Keeper: Living with Nancy. A Journey into Alzheimer's

Andrea Gillies

Keeper: Living with Nancy. A Journey into Alzheimer's

Three years ago, Andrea Gillies made the decision to take on the full-time care of her mother-in-law, Nancy, an Alzheimer's sufferer. With her family, she moved to a remote peninsula in northern Scotland - to a house with sufficient space to accommodate Nancy and her elderly husband Morris - and there embarked on an extraordinarily challenging journey. Keeper describes the terrible emotional strain of living with Alzheimer's, the trials faced by both sufferer and carer, when patience and obligations are pushed to the limit... 5.0 out of 5 based on 3 reviews
Keeper: Living with Nancy. A Journey into Alzheimer's

Omniscore:

Classification Non-fiction
Genre Health & Medical, Family & Lifestyle
Format Paperback
Pages 256
RRP £11.99
Date of Publication May 2009
ISBN 978-1906021658
Publisher Short Books
 

Three years ago, Andrea Gillies made the decision to take on the full-time care of her mother-in-law, Nancy, an Alzheimer's sufferer. With her family, she moved to a remote peninsula in northern Scotland - to a house with sufficient space to accommodate Nancy and her elderly husband Morris - and there embarked on an extraordinarily challenging journey. Keeper describes the terrible emotional strain of living with Alzheimer's, the trials faced by both sufferer and carer, when patience and obligations are pushed to the limit...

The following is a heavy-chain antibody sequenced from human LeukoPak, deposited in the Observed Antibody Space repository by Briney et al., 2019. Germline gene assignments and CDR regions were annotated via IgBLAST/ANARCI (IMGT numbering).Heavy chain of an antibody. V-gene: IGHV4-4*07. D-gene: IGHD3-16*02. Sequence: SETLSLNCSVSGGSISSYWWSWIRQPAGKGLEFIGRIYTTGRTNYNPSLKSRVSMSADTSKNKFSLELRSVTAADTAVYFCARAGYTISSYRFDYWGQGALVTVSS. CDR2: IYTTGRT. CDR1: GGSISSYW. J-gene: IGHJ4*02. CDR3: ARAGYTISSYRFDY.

Winner of the Wellcome Trust Book Prize (2009) and the Orwell Prize (2010)

Read an extract from the book at MailOnline

Reviews

The Observer

Kate Kellaway

[An] outstanding memoir… The author has tremendous literary sensibility, nimble comic gifts and an over-developed capacity for self-criticism.

12/06/2010

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The Times

Anjana Ahuja

...a beautifully observed, utterly honest and emotionally draining account of neurological illness, struggling to cope, and human identity... Not only does Gillies write about how her mother-in-law’s brain is changing (she is a gifted science communicator), she also deals unflinchingly with the public-image problem of dementia.

24/06/2010

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The Sunday Times

Phil Baker

Despite the grisly subject, this is a compulsively readable and culturally clued-up book, drawing lightly on Proust, Marcus Aurelius and Ravel (who died of early-onset dementia, and whose classic Boléro is now thought to show signs of so-called “perseveration” in its repetitions). Several larger points emerge from Gillies’s experience: memory is what makes us who we are and, what is more, “we are our brains” and hostage to their physical state. Her book is a valuable exploration of a landscape we urgently need to understand better now that so many of us are going to go there.

06/06/2010

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